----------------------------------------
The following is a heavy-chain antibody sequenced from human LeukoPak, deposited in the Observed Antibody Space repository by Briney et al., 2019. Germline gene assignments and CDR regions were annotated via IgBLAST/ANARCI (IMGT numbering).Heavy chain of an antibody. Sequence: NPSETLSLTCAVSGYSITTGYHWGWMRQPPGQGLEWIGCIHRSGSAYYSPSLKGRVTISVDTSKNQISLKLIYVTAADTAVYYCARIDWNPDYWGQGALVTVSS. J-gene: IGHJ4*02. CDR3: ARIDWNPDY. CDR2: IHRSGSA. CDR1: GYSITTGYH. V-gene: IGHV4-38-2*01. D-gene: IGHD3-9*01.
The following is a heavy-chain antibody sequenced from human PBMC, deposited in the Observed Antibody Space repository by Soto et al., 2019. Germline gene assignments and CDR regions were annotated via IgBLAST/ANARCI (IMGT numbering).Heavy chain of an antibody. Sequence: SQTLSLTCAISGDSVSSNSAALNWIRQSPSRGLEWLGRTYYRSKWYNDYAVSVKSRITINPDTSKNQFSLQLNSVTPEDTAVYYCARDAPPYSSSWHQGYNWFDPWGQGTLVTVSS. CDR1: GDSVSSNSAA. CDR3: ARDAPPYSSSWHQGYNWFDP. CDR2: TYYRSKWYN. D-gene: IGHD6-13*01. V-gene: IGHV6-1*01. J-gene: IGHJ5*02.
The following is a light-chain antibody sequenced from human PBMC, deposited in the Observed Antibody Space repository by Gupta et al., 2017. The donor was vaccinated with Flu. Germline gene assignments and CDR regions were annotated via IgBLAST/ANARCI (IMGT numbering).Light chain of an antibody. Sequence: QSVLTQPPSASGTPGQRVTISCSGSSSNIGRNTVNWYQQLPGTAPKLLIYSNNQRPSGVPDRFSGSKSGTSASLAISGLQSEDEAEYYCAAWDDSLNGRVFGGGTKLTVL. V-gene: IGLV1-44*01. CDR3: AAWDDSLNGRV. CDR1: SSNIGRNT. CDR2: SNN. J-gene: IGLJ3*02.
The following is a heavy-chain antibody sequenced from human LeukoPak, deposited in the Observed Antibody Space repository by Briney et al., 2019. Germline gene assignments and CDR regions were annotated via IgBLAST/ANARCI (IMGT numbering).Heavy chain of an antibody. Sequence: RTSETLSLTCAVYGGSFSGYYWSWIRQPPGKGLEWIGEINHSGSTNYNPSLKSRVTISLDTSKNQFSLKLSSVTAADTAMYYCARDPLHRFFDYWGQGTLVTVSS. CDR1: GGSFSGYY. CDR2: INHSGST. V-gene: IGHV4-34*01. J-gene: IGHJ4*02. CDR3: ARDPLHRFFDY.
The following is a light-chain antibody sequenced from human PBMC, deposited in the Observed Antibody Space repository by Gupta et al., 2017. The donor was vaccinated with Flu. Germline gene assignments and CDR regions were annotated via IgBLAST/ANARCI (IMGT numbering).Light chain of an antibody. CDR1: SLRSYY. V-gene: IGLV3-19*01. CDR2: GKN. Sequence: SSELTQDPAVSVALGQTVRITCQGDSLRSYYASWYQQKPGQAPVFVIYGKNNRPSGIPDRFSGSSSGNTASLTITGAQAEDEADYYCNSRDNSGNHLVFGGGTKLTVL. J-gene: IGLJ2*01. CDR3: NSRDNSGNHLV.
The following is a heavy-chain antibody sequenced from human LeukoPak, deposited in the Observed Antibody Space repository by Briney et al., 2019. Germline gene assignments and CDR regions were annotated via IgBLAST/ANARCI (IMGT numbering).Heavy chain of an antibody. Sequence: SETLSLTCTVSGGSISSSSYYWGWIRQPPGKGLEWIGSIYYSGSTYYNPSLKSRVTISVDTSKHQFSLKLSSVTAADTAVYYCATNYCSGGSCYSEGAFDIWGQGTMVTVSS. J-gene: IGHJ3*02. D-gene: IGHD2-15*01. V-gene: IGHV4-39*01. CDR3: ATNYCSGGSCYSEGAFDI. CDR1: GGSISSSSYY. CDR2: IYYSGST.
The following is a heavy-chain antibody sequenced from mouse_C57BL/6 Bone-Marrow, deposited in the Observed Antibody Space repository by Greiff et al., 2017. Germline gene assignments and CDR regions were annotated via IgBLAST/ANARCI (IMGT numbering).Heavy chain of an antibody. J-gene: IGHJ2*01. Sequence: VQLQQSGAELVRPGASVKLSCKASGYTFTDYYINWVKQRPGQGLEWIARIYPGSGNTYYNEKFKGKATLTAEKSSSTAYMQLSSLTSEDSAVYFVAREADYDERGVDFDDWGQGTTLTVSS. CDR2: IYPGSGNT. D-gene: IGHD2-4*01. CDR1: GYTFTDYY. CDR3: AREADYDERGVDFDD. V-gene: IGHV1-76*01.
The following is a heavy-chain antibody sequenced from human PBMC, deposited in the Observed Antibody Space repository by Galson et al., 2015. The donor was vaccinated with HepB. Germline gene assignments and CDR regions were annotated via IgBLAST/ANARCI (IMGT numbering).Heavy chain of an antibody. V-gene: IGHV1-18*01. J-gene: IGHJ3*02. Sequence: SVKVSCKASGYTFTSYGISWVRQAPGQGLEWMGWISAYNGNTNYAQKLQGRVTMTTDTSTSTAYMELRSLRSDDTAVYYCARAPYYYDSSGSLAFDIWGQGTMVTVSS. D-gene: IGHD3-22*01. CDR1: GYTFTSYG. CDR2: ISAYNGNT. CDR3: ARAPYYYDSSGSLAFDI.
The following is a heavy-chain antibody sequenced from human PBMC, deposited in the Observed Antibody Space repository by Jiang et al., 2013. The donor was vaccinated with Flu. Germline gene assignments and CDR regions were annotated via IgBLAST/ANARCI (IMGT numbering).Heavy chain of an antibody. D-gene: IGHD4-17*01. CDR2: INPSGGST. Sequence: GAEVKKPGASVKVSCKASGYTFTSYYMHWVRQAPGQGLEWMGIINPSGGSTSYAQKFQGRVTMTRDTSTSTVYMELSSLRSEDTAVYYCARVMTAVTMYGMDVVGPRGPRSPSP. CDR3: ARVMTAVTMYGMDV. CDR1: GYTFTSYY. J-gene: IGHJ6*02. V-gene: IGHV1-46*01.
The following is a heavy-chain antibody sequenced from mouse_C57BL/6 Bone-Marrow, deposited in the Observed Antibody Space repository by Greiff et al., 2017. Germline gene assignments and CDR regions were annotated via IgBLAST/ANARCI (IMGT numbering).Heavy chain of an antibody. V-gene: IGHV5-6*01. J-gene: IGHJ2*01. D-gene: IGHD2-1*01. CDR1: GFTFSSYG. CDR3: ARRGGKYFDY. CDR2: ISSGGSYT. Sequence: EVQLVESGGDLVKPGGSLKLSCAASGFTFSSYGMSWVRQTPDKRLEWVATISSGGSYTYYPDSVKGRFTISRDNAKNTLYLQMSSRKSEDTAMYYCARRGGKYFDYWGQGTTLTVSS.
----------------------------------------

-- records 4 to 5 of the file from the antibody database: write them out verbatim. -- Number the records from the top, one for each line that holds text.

The following is a heavy-chain antibody sequenced from human LeukoPak, deposited in the Observed Antibody Space repository by Briney et al., 2019. Germline gene assignments and CDR regions were annotated via IgBLAST/ANARCI (IMGT numbering).Heavy chain of an antibody. Sequence: RTSETLSLTCAVYGGSFSGYYWSWIRQPPGKGLEWIGEINHSGSTNYNPSLKSRVTISLDTSKNQFSLKLSSVTAADTAMYYCARDPLHRFFDYWGQGTLVTVSS. CDR1: GGSFSGYY. CDR2: INHSGST. V-gene: IGHV4-34*01. J-gene: IGHJ4*02. CDR3: ARDPLHRFFDY.
The following is a light-chain antibody sequenced from human PBMC, deposited in the Observed Antibody Space repository by Gupta et al., 2017. The donor was vaccinated with Flu. Germline gene assignments and CDR regions were annotated via IgBLAST/ANARCI (IMGT numbering).Light chain of an antibody. CDR1: SLRSYY. V-gene: IGLV3-19*01. CDR2: GKN. Sequence: SSELTQDPAVSVALGQTVRITCQGDSLRSYYASWYQQKPGQAPVFVIYGKNNRPSGIPDRFSGSSSGNTASLTITGAQAEDEADYYCNSRDNSGNHLVFGGGTKLTVL. J-gene: IGLJ2*01. CDR3: NSRDNSGNHLV.